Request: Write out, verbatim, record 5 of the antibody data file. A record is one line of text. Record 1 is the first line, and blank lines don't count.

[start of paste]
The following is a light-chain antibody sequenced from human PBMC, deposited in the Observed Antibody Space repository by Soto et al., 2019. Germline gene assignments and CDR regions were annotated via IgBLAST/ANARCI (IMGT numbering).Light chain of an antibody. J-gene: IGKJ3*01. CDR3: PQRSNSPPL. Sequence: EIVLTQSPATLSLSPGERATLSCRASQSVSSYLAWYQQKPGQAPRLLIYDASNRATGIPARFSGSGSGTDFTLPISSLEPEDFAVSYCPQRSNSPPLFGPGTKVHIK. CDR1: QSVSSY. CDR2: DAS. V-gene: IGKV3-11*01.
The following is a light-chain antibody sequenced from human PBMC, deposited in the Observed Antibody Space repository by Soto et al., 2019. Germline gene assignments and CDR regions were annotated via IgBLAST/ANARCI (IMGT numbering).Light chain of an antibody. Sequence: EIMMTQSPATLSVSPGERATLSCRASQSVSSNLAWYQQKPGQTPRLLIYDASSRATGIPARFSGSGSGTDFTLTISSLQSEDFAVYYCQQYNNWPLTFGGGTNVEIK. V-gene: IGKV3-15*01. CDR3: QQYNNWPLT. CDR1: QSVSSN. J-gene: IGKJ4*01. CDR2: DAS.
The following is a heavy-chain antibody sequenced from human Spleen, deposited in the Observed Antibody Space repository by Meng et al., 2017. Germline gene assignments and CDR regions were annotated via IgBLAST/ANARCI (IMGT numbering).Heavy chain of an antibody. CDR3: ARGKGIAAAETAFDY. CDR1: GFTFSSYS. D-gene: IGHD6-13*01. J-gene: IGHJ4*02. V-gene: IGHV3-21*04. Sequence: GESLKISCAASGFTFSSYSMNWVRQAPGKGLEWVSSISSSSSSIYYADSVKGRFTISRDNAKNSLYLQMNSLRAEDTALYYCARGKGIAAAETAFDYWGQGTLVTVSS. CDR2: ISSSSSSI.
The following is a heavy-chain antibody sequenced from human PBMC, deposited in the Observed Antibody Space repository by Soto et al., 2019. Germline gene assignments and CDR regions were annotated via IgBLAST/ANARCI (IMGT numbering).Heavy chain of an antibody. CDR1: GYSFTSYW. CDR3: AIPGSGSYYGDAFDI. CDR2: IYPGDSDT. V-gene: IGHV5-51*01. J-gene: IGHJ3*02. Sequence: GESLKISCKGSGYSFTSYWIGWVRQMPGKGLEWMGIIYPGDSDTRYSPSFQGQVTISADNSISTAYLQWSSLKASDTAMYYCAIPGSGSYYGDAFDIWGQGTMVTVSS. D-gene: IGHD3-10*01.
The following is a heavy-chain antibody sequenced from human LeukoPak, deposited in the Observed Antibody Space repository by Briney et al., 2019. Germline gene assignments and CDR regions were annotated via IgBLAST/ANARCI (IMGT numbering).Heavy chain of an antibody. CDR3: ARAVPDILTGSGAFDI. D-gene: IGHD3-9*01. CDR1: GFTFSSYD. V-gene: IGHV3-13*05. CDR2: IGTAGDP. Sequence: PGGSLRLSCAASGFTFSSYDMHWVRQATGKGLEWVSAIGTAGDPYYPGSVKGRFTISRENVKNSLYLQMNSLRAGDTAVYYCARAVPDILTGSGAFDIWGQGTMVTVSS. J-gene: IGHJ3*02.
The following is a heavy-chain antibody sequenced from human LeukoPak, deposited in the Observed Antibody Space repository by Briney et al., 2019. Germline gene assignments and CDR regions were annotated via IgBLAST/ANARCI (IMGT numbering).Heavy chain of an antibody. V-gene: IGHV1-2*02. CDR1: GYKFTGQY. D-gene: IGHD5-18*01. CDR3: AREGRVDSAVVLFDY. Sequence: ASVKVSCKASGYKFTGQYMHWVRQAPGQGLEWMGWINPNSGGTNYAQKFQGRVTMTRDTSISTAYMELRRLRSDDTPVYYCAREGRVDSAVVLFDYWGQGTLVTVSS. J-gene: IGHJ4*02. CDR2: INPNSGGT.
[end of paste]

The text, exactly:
The following is a heavy-chain antibody sequenced from human LeukoPak, deposited in the Observed Antibody Space repository by Briney et al., 2019. Germline gene assignments and CDR regions were annotated via IgBLAST/ANARCI (IMGT numbering).Heavy chain of an antibody. CDR3: ARAVPDILTGSGAFDI. D-gene: IGHD3-9*01. CDR1: GFTFSSYD. V-gene: IGHV3-13*05. CDR2: IGTAGDP. Sequence: PGGSLRLSCAASGFTFSSYDMHWVRQATGKGLEWVSAIGTAGDPYYPGSVKGRFTISRENVKNSLYLQMNSLRAGDTAVYYCARAVPDILTGSGAFDIWGQGTMVTVSS. J-gene: IGHJ3*02.